It appears that Americans will have no choice but to subscribe to services dictated to them by their internet providers. And that Canadians will be up for a fight to retain fast access with the states.

That’s right, not only are these Americans limited in regards to their choice of internet providers but these providers will be able to throttle sites that compete with sites they own or have business relationships with, which include Canadian sites.

Although this is being sold as an improvement to the internet by the Federal Communications Commission in their official November 21st, 2017 statement (PDF), most experts know that this is yet another call for deregulation, a process that eventually results in parties imposing themselves on the consumer, without a means for the consumer to defend himself/herself.

In this statement, the FCC claims “the FCC would simply require Internet service providers to be transparent about their practices so that consumers can buy the service plan that’s best for them and entrepreneurs and other small businesses can have the technical information they need to innovate” yet nothing is mentioned about the lack of competition is some states or the possibility of fees being placed on accessing certain sites like Netflix, iTunes or even Amazon.com, who also stream content to Americans.

The bill itself calls for the US Government “to prohibit the Federal Communications Commission from reclassifying broadband Internet access service as a telecommunications service and from imposing certain regulations on providers of such service” with no information on how it proposes to regulate internet providers that currently hold a monopoly on high speed internet access in some areas or how it would prevent some internet providers from blocking certain competitors or redirecting traffic to their sites.

As Canadians we should also be conserved about these content providers because whatever happens in their primary market can determine how much we pay for their services here. And it appears that quite a few of the content providers are spending considerable amounts fighting the so called “Restoring Internet Freedom Act” because it hinders not only their freedom but the freedom of their customers.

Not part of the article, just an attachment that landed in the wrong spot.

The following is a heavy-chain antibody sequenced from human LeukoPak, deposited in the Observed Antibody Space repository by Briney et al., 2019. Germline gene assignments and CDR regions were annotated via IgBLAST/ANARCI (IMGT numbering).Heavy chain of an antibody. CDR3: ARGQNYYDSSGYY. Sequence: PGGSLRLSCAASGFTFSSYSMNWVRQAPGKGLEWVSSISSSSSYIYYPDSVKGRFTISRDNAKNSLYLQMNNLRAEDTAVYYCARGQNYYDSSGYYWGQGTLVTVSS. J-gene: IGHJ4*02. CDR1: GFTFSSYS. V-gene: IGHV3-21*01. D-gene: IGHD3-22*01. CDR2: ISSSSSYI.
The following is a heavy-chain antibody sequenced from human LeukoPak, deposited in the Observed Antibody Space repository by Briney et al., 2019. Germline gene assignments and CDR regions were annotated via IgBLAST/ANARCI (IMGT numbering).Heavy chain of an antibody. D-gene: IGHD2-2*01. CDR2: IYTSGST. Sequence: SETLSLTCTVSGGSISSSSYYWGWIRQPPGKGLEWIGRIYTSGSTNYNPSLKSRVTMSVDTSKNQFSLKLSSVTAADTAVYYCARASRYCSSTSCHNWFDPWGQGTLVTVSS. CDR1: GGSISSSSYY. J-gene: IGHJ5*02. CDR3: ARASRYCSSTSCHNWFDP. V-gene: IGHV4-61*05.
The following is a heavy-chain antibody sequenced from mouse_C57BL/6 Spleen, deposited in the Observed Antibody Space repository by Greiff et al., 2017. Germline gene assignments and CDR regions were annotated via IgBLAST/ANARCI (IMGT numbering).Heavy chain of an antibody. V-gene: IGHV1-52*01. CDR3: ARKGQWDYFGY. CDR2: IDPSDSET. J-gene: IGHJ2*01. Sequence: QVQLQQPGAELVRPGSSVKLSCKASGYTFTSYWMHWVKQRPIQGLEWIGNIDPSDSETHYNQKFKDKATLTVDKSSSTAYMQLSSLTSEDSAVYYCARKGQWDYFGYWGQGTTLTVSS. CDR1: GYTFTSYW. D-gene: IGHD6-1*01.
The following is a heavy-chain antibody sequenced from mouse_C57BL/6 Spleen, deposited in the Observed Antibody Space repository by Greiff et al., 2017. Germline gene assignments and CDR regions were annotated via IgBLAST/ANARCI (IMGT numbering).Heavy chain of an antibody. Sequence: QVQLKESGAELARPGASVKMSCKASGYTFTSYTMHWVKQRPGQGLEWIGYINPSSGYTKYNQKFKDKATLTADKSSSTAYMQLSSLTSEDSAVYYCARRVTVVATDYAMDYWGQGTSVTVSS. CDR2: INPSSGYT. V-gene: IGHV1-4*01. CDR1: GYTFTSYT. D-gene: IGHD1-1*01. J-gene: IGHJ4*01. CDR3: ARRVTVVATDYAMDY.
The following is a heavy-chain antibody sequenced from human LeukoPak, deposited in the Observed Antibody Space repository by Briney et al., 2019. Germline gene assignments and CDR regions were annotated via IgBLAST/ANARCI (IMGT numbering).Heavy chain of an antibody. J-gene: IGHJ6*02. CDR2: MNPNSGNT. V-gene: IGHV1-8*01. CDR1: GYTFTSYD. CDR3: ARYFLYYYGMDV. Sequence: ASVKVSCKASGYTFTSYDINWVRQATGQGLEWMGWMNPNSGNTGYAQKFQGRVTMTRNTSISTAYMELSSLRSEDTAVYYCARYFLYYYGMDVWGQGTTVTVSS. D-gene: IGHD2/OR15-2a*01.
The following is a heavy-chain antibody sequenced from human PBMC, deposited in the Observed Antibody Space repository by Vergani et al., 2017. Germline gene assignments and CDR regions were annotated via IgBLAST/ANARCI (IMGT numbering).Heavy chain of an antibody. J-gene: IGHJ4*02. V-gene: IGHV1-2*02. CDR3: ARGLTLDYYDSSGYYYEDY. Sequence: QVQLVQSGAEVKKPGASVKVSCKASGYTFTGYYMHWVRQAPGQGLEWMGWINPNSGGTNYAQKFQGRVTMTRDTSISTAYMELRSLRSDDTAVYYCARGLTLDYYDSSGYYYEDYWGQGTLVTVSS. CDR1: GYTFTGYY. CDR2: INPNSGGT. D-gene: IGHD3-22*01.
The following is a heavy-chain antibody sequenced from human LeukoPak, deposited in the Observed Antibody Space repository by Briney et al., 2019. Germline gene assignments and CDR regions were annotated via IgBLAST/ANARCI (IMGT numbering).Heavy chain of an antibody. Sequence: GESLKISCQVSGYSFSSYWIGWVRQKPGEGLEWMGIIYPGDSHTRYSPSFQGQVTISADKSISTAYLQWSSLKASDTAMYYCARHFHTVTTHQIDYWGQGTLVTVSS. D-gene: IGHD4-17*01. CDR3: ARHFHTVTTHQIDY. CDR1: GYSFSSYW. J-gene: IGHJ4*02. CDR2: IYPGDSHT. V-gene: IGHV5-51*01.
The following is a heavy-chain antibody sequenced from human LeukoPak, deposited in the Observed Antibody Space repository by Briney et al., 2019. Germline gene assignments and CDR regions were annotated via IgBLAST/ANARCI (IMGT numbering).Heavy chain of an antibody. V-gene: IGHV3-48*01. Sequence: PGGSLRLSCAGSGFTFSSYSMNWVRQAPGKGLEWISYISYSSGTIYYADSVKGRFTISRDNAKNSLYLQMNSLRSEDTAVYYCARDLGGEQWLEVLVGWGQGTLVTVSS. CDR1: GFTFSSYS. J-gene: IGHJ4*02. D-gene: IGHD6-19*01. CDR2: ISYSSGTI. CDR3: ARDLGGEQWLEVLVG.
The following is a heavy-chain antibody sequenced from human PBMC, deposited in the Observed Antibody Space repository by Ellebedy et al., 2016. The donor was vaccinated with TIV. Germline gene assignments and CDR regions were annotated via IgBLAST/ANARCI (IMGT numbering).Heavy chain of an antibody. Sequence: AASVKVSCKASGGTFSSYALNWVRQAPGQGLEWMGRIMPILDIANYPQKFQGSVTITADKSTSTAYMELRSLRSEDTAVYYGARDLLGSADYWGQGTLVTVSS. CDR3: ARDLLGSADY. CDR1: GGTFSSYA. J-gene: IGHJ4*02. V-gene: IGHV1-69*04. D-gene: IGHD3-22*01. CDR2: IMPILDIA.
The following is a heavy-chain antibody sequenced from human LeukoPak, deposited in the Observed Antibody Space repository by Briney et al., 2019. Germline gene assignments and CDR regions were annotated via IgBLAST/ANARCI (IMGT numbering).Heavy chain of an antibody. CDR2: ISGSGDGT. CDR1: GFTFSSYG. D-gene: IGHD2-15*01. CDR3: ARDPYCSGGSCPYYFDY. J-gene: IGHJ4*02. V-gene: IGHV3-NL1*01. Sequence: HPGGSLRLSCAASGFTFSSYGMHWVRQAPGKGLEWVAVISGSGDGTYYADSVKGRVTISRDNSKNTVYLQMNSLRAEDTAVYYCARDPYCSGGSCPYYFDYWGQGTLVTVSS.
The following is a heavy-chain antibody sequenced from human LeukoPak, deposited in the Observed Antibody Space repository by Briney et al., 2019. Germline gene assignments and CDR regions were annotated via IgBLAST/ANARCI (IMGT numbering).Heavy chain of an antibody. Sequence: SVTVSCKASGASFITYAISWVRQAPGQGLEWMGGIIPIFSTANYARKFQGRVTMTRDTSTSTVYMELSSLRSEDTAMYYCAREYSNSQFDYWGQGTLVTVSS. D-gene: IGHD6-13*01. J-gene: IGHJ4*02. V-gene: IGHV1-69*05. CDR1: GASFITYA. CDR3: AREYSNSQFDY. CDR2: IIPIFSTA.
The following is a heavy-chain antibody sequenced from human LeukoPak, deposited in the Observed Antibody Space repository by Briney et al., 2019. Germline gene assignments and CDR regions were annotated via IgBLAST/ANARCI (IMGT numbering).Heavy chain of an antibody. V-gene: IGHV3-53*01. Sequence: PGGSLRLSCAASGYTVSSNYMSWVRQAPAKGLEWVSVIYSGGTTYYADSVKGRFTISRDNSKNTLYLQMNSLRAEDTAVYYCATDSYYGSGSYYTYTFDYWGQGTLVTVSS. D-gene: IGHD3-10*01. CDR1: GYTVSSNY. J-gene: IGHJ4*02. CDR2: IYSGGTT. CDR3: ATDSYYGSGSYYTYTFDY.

In what way is the average consumer having his or her freedoms hindered by net neutrality ?

The claim that access is being withheld because internet providers are unable to fund their infrastructure is made dubious by the amount of profit these companies release every quarter. They can easily afford expanding but won’t because they want to re-direct their customers to more profitable in house services, whose cable television services have been suffering because of the new content providers.

In other words they’re asking the FCC to give them their cable television customers back by enabling them to throttle and block their competition, which could easily include streaming broadcasts from television networks they do not own. This is a rather vague, slippery slope situation that could be so litigious as to cause subscription fees to skyrocket beyond the inflation rate. And the North American Free Trade Agreement talks won’t help either.

If you have American friends, please encourage them to visit Open Media and to contact their local representatives in regards to this issue.

Thank you.